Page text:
Food Safety: Preparing
Wash your hands often and prepare foods properly to reduce the risk of food poisoning.
How to wash your hands
The U.S. Centers for Disease Control and Prevention recommends the following steps for hand-washing:
- Wash your hands with hot running water and soap. Children should use warm running water.
- Rub your hands together for at least 20 seconds.
- Pay special attention to your wrists, the backs of your hands, between your fingers, and under your fingernails.
- Leave the water running while you dry your hands on a paper towel.
- Use the paper towel as a barrier between the faucet and your clean hands when you turn off the water.
If soap and water are not available, use gel hand sanitizers or alcohol-based hand wipes containing 60% to 90% ethyl alcohol or isopropanol. Most supermarkets and drugstores carry these products. Carry one or both with you when you travel, and keep them in your car or purse.
When you use the gel sanitizer, rub your hands until the gel is dry. You don't need to use water. The alcohol in the gel kills the germs on your hands.
When to wash your hands
Wash your hands after:
- Touching bare human body parts other than clean hands and clean, exposed parts of your arms.
- Using the bathroom.
- Coughing, sneezing, or using a handkerchief or disposable tissue.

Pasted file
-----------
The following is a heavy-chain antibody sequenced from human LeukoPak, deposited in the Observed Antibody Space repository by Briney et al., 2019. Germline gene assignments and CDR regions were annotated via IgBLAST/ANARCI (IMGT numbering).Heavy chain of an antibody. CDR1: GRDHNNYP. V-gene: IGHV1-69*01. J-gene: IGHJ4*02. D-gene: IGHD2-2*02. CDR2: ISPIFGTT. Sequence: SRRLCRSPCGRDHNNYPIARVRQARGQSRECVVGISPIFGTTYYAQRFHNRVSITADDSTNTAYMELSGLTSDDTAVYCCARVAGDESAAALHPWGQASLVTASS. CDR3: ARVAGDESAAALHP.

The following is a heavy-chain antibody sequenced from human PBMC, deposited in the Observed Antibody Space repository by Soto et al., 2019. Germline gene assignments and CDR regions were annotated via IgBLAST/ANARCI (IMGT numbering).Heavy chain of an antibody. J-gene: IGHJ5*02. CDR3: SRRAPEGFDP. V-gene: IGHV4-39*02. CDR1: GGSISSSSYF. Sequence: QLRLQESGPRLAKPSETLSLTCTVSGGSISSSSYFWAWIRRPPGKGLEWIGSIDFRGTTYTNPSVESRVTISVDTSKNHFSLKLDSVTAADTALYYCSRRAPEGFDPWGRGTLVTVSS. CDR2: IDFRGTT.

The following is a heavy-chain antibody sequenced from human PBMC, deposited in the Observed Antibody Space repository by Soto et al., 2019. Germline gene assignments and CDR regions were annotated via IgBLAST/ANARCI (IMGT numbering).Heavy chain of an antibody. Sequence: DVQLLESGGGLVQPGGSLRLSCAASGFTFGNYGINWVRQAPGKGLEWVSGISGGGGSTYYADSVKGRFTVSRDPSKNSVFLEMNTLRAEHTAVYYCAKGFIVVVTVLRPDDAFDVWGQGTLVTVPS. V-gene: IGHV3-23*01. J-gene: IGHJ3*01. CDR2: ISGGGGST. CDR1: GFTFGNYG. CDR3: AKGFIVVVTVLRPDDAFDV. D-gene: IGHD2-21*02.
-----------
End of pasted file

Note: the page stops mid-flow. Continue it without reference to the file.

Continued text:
- Eating, drinking, or using tobacco (for example, smoking).
- Handling soiled kitchen utensils or equipment.
- Handling other soiled or contaminated utensils or equipment.
- Handling or preparing foods, especially after touching raw meat, poultry, fish, shellfish, or eggs.
- Changing diapers, handling garbage, using the phone, shaking hands, or playing with pets.
Prepare foods properly
- Keep raw meat, poultry, eggs, fish, and shellfish away from other foods, surfaces, utensils, and serving plates.
- Do not wash or rinse raw meat and poultry. Washing or rinsing meat and poultry makes it more likely that bacteria will spread from the meat or poultry to kitchen utensils, countertops, and ready-to-eat foods.
- If possible, use two cutting boards—one for fresh produce and the other for raw meat, poultry, and seafood. Otherwise, be sure to wash the cutting board with hot, soapy water between each use. You can also wash your knives and cutting boards in the dishwasher to disinfect them. Replace cutting boards when they have become worn or have developed hard-to-clean grooves.
- Keep kitchen surfaces clean with hot, soapy water. Wash dishcloths and towels often in the hot cycle of your washing machine.
- Wash raw fruits and vegetables under running water before eating them.
- Marinate foods in a covered dish in the refrigerator, not on the counter.
- Never thaw frozen meat, poultry, fish, and shellfish at room temperature. Thaw in the refrigerator or microwave. If you thaw food in the refrigerator, be sure juices do not drip onto other food. Place these foods on the lowest shelf, never above ready-to-eat foods.
- Cook food immediately after thawing.
|E. Gregory Thompson, MD - Internal Medicine|
|W. David Colby IV, MSc, MD, FRCPC - Infectious Disease|
|Last Revised||October 18, 2012|
Last Revised: October 18, 2012
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